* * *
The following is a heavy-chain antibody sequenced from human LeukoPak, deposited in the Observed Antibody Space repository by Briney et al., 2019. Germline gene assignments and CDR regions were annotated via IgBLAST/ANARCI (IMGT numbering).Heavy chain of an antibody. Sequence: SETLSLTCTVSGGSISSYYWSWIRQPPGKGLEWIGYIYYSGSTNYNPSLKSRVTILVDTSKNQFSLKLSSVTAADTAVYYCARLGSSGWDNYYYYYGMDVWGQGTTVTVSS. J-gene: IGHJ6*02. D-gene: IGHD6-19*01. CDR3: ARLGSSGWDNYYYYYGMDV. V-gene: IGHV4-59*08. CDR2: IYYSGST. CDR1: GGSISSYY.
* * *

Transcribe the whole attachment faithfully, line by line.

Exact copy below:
The following is a heavy-chain antibody sequenced from human LeukoPak, deposited in the Observed Antibody Space repository by Briney et al., 2019. Germline gene assignments and CDR regions were annotated via IgBLAST/ANARCI (IMGT numbering).Heavy chain of an antibody. Sequence: SETLSLTCTVSGGSISSYYWSWIRQPPGKGLEWIGYIYYSGSTNYNPSLKSRVTILVDTSKNQFSLKLSSVTAADTAVYYCARLGSSGWDNYYYYYGMDVWGQGTTVTVSS. J-gene: IGHJ6*02. D-gene: IGHD6-19*01. CDR3: ARLGSSGWDNYYYYYGMDV. V-gene: IGHV4-59*08. CDR2: IYYSGST. CDR1: GGSISSYY.